Australian National University "future leaders" forum includes "discussant" and narrative re-definer Yassmin Abdel Magied
JM with the best commentary about TEN Network you'll read anywhere

Magied Must Go! She says Australia's parliamentary democracy "doesn't represent anyone" and Australians are thieves.

Screen Shot 2017-06-22 at 8.53.29 am

Enough is enough.

Senator Abetz has reopened the Abdel Magied fitness enquiry.

Julie Bishop has no judgement.  She must ask someone who has to help her get to the right decision.

Magied must go!

Here's The Australian today.

Muslim activist Yassmin Abdel-Magied has declared Australia’s system of parliamentary democracy “doesn’t represent anyone”, and delivered a lecture on our inability to acknowledge that we live on “stolen land”.

The writer and mechanical engineer — whose ABC show was dumped last month — appeared on a panel at an Australian National University leadership forum in Canberra on Wednesday night.

Ms Abdel-Magied took a swipe at the media for taking the “easy option” and painting her as an “other” who poses a “threat”.

She also had a heated exchange with ANU Chancellor and former Labor foreign minister Gareth Evans, over the future of parliamentary democracy. “If you just play the GetUp! game or the social media game and don’t do the serious parliamentary game as well, if you don’t do that as well you’re missing a very important vehicle for actually getting decent policy,” Professor Evans said.

Ms Abdel-Magied said change was inevitable. “The traditional parliamentary system, I mean look at the photo of the House of Representatives,” she said. “It does not represent anyone.”

When Evans challenged her to run for office, Ms Abdel-Magied replied sarcastically: “You know how to get to office, I have to go to preselection, which works really well, and I have to go through all these other systems which for women and for people of colour are actually biased.”

Opening her talk, Ms Abdel-Magied acknowledged the Ngunnawal people. “We don’t know how to have a conversation about the fact that we’re on contested land, on stolen land,” she said.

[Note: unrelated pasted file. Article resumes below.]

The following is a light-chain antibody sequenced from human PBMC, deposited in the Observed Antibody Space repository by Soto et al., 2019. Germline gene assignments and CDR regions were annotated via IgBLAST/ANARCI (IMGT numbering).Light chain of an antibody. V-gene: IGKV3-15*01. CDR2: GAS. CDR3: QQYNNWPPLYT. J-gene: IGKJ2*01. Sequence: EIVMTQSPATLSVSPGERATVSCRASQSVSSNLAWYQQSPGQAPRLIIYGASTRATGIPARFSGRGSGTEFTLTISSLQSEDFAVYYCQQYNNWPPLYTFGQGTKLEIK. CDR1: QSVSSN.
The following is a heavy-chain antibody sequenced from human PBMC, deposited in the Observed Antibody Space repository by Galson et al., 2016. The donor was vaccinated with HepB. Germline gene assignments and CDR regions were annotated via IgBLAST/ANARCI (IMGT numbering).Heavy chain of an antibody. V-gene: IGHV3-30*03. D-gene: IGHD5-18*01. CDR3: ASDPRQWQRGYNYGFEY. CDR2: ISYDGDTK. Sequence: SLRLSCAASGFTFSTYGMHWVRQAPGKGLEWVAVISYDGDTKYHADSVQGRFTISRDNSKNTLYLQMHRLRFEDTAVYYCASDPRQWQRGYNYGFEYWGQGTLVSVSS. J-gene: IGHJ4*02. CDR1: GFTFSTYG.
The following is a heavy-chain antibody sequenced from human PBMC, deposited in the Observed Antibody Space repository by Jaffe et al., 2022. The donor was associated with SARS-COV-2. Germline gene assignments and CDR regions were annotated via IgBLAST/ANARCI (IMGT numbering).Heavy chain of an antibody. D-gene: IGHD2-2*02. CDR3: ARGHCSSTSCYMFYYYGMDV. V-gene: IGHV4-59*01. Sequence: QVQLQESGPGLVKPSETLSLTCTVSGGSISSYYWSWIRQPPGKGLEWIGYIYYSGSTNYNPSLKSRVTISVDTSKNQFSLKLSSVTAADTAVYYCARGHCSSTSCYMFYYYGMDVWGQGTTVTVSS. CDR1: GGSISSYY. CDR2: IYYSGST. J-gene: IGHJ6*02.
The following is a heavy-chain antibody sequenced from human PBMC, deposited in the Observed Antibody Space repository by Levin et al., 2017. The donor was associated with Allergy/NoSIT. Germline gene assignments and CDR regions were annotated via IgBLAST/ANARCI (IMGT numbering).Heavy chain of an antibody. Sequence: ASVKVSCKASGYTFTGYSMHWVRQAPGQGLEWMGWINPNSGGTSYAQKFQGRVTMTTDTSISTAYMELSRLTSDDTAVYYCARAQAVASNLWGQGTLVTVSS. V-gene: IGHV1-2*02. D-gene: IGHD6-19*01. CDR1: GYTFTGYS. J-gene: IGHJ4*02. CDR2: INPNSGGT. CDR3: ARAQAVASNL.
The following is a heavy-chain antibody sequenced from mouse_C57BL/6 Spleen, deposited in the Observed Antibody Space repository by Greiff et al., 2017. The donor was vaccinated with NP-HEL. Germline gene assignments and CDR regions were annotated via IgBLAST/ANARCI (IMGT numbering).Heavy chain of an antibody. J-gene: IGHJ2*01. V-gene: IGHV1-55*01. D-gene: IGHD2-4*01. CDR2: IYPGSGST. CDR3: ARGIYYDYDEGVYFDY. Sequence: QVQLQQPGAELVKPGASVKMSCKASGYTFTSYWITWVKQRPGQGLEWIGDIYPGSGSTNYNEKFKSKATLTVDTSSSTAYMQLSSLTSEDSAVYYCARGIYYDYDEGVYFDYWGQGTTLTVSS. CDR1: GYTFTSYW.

“We don’t like to have a conversation about nuance or about history or about context, and so the reason that I choose to acknowledge at the beginning of this and every opportunity is because for at least a moment we can remember that we don’t exist in a vacuum ... that history makes us who we are, and that when we ask these broad questions about whether we’re globalists or nationalists, about trust in democracy, we have to think about who that applies to and how that’s actually worked for some people.”

She was asked by an audience member how she responded to people who had “been ferocious” to her following an ABC TV Q&A ­appearance in which said Islam was the “most feminist religion”, and her Anzac Day Facebook post: “Lest We Forget (Manus, Nauru, Syria, Palestine)”.

“I spent all my life in this country building this narrative of this chick who’s like a Muslim revhead who works on rigs who digs with the boys and blah blah blah,” she said. “One social media post ruined that, and that’s out of my hands. That’s at the hands of ­people who owns our media, who runs our country and has those conversations in our parliamentary chambers.

“Those sorts of power, those institutions of power are geared against people like me because they see votes in it and because fear is so much easier to sell.”

Another audience member who identified himself as “Kevin” observed that there were alternatives to western democracies, such as theocracies in the Middle East and “relatively benign dictatorships” in Asia.

“Do you think that as western democracies falter and are unable to respond to policy challenges meaningfully, such as climate change, those alternative forms of governance and arranging society become even more popular and more attractive?” Kevin asked.

Ms Abdel-Magied said it was a great question because it the assumption that the “neoliberalist capitalist project” had worked for everyone.

“Being born in Sudan and having grown up in a family where the view that western democracy has been exported by countries who have decided that western democracy is the only way that you can govern in a good manner, and that being challenged now, I think there are lots of Arab leaders now who are quite happy that Trump’s in power because they’re like, ‘look America always said that democracy was the greatest, look where it got them now,’ and that’s actually been a way that they’ve talked to their people and said, ‘this is why we won’t have democracy, because this is where democracy gets you’,” Ms Abdel-Magied said.